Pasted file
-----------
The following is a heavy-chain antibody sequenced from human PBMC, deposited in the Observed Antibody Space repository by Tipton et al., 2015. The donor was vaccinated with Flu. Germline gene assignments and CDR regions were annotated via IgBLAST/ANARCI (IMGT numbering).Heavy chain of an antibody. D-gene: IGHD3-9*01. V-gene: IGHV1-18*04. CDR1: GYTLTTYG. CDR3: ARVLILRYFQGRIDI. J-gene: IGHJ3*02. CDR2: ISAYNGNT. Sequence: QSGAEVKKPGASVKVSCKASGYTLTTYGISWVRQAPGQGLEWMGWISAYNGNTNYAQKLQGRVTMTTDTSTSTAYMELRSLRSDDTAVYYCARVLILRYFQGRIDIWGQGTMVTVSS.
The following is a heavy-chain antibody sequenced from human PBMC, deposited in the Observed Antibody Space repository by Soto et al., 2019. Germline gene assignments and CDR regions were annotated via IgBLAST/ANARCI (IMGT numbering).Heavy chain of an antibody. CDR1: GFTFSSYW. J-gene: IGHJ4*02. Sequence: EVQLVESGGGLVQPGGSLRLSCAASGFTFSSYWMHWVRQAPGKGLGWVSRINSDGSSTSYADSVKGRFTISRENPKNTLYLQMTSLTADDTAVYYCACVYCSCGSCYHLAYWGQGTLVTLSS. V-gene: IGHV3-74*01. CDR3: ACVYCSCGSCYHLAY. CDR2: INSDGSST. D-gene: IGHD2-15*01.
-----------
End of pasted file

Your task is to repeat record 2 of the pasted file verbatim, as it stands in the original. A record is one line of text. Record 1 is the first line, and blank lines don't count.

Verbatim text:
The following is a heavy-chain antibody sequenced from human PBMC, deposited in the Observed Antibody Space repository by Soto et al., 2019. Germline gene assignments and CDR regions were annotated via IgBLAST/ANARCI (IMGT numbering).Heavy chain of an antibody. CDR1: GFTFSSYW. J-gene: IGHJ4*02. Sequence: EVQLVESGGGLVQPGGSLRLSCAASGFTFSSYWMHWVRQAPGKGLGWVSRINSDGSSTSYADSVKGRFTISRENPKNTLYLQMTSLTADDTAVYYCACVYCSCGSCYHLAYWGQGTLVTLSS. V-gene: IGHV3-74*01. CDR3: ACVYCSCGSCYHLAY. CDR2: INSDGSST. D-gene: IGHD2-15*01.